Once the surge in deaths, and maybe further delayed surges, have passed, and we have addressed the elective backlog that has built up, the NHS will need to return to business-as-usual as quickly as possible. Care delivery has changed, patients have not been treated, and NHS COVID-19 data must be there to measure the impact and help the service grow. We need to ensure we record accurate clinical information now, and ensure it is fit-for-purpose to tell the whole story, to give us a platform to return the country to normality.

Will we be able to measure the real impact of COVID-19?

When the dust finally settles the SHMI will be relied on to measure the impact of COVID-19 and the quality of the care the NHS delivered. While the focus on crude death rates gives us a real-time understanding of the spread of the virus (notwithstanding the issues described above), this SHMI standardised indicator should give us a more informed and balanced view.

Due to delays in NHS COVID-19 data availability, it will be July before the impact of this month’s deaths will be seen in mortality indicators and, depending on how long the pandemic lasts, much longer until we understand the full extent of COVID-19’s effect.

How useful will SHMI be in the long run?

SHMI uses diagnosis groupings, such as malignant neoplasm of lung, to make comparisons meaningful and to enable organisations to identify areas of risk. Currently, COVID-19 is coded using an emergency diagnosis code and will fall into a generic SHMI diagnosis grouping of Allergic reaction, aftercare and screening. Unless there is a timely change to the SHMI definition then the NHS and the government will not be able to differentiate between COVID-19 and the other patients that fall into this wide and generic diagnosis basket. Add to this the fact that suspected coronavirus patients will be classified by SHMI in the same way as those with positive tests, and the starting point for recording hospital deaths is likely to be widely different from the one being reported at the moment.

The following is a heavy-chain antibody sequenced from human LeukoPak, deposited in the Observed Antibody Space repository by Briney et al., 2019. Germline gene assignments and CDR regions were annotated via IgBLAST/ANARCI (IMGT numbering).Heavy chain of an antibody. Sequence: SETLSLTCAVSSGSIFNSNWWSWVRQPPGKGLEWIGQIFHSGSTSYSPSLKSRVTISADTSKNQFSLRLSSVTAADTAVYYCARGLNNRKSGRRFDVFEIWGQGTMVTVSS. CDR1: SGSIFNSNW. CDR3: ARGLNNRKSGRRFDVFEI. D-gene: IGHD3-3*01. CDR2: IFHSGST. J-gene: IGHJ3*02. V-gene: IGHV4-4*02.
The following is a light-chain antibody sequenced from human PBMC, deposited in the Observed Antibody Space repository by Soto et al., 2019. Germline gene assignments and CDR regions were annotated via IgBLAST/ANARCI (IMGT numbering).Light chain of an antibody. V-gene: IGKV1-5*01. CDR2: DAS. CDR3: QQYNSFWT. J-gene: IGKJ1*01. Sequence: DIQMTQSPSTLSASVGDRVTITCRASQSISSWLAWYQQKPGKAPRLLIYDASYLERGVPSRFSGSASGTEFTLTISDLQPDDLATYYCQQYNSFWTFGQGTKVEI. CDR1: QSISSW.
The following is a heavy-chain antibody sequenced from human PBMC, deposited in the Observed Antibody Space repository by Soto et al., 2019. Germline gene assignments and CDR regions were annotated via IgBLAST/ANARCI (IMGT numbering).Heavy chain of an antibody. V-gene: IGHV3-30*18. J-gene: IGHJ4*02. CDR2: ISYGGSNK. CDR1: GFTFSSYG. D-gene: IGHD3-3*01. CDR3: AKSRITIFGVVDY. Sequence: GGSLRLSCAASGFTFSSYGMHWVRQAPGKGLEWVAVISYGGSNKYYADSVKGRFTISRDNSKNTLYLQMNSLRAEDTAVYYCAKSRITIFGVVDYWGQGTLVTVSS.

This is only so long as suspected COVID-19 is identified early enough in the hospital stay to be included in the SHMI calculations, as it uses the diagnoses recorded in the first two episodes of the hospital stay. We’re seeing patients who are only tested for coronavirus after a period of having symptoms that may be related, and some are even discharged onto palliative pathways for other conditions before the tests are reported. This delay in testing and reporting will affect the resulting SHMI diagnosis grouping, unless there is clinical input to ensure that COVID-19 is identified as their true cause of death.

There has been a wholesale change in the way care has been delivered over the past month that will make SHMI an odd indicator to measure and interpret. Many patients that previously would have been admitted to hospital are no longer receiving care, either because elective surgery has been cancelled or because emergency pathways have been radically redesigned to accommodate the virus. This change has been implemented inconsistently and at different points across the country. The rate of COVID-19 deaths has varied wildly across the country, meaning some organisations may see a considerable reduction in deaths, making any linear comparisons of SHMI performance challenging.

This will all have a direct impact on the Care Quality Commission and other regional and national organisations that rely on SHMI and the alerting process to measure quality and identify risks. However, it will not necessarily provide any further clarity than the real-time NHS COVID-19 data on the quality of the NHS response to COVID-19.

Is this an opportunity to make NHS COVID-19 data more useful?

To ensure the NHS COVID-19 data we use to assess our response is meaningful and to inform our understanding of care delivered to all patients, national organisations will need to ensure that any future analysis will identify COVID-19 separately from other conditions in SHMI calculations and differentiate between hospital and community acquired COVID-19. They will also need to be able to reconcile the need to report on the hospital coronavirus mortality rate against an understanding of deaths in the community that may be linked to the change in acute pathways that have been introduced in response to the crisis.

In the end, this will rely on accurate data recorded by individual NHS organisations, with clinical input to ensure the data accurately reflects the conditions treated and the underlying cause of these conditions. We know clinicians want to do this and staff want to help them do this, it is just sometimes difficult to prioritise this alongside the real business of responding to COVID-19.

For more information and support, contact Howard Davis.

Since this article was published NHS Digital have announced that initially COVID-19 activity will be excluded from the SHMI.